Text by Sarah Phelan.
Q. “How many Irish does it take to change a light bulb. “
A. “Never mind, we’ll drink in the dark.”
I was reminded of this (potentially racist, but I'm part Irish, so screw it) joke yesterday during a two-hour conversation about the Chronicle that took place, mostly between media people, in the basement of the library, on St Patrick’s Day.
The fact that any reporters showed up to talk about journalism on St Paddy’s Day is a good indicator of just how troubled they are feeling about the state of the news industry.
Normally, reporters would be writing about folks drinking too many Irish car bombs, or, if they weren’t working that night, drinking too many green beers themselves.
Instead, they sat and talked about the challenges facing San Francisco’s main daily newspaper, and the future of journalism in the Internet age.
Now, you’d think this would be easy for a bunch of folks who are used to digging into other people’s business and publishing what they find out, including the for-profit-driven doings of this or that evil corporation.
Only this time, the folks being bullied are the workers at the San Francisco Chronicle, which is owned by Hearst. a privately held corporation. This means the Chronicle won’t be publishing the findings of its own journalists’ findings on this matter. Instead, it’s been running reports that have no bylines and sound like Hearst press releases.
And then there’s the disquieting reality that Hearst has refused to open its books to the unions that represent the workers at the Chronicle. This means that all Hearst’s claims, including the statement that the Chronicle is losing $50 million a year, remain just that: claims, until proven otherwise.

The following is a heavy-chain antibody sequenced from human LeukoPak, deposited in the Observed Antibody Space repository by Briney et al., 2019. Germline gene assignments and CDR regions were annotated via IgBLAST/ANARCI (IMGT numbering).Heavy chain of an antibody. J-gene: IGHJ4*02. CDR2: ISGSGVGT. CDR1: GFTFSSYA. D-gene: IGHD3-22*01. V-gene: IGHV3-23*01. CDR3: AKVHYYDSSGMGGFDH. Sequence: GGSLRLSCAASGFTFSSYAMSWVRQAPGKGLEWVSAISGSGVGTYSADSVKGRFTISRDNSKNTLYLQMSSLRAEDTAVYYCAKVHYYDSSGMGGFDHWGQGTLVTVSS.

No one is disputing the fact that newspapers have been losing advertising revenue to the Internet. Or that few of us have figured out ways to recapture that revenue. Or that many of us have been laid off, suffered pay cuts and/or seen an end to our careers, even as more people read our stuff than ever.
So, are we going to drink in the dark, or shine some light on the situation?
Personally, I don’t want the Chronicle to die. I want it to improve. And, as an investigative reporter, I want proof that Hearst’s financial claims are real.
Long time Chronicle reporter Carl Hall, the local representative of the California Media Workers Guild, confirmed last night that Hearst refused the Guild’s requests to open its books.
Hall also confirmed that Guild members voted to accept the loss of 150 jobs and the elimination of seniority rather than risking calling Hearst’s bluff over the corporation's threats to close or sell the Chronicle.
Of course the workers did. They’re newspaper men and women. Like doctors and teachers, they love their jobs, no matter who is running the hospital, school or newspaper.
But I wonder if the rest of the media have fallen down on the job, by not challenging Hearst’s unsubstantiated claims, even as the entire nation is discovering that it has been Ponzi-schemed up the kazoo.
I was heartened to hear Chronicle forum panelist and social entrepreneur Tom Murphy point out that some of the industry’s current problems are related to the newspaper-buying binges that Hearst Corp. and Dean Singleton’s MediaNews indulged in during the past decade.
And it was interesting to hear Oakland Tribune editor Martin Reynolds, which itself got swallowed up by Singleton in recent years, admit that many newspapers chains are in a similar situation to the owners of foreclosed homes: “They are upside down on their mortgages, right now," Reynolds said.
Connect those financial dots to the fact that readership of the Chronicle is growing online, and you begin to realize that there is a way forward through all this, even if we haven’t figured it all out yet.
As Center for Investigative Reporting cofounder and forum panelist David Weir put it last night, ‘Don’t blame the Internet for journalism’s demise. The Internet is not a choice, it is a fact. It is a technical and historical reality.”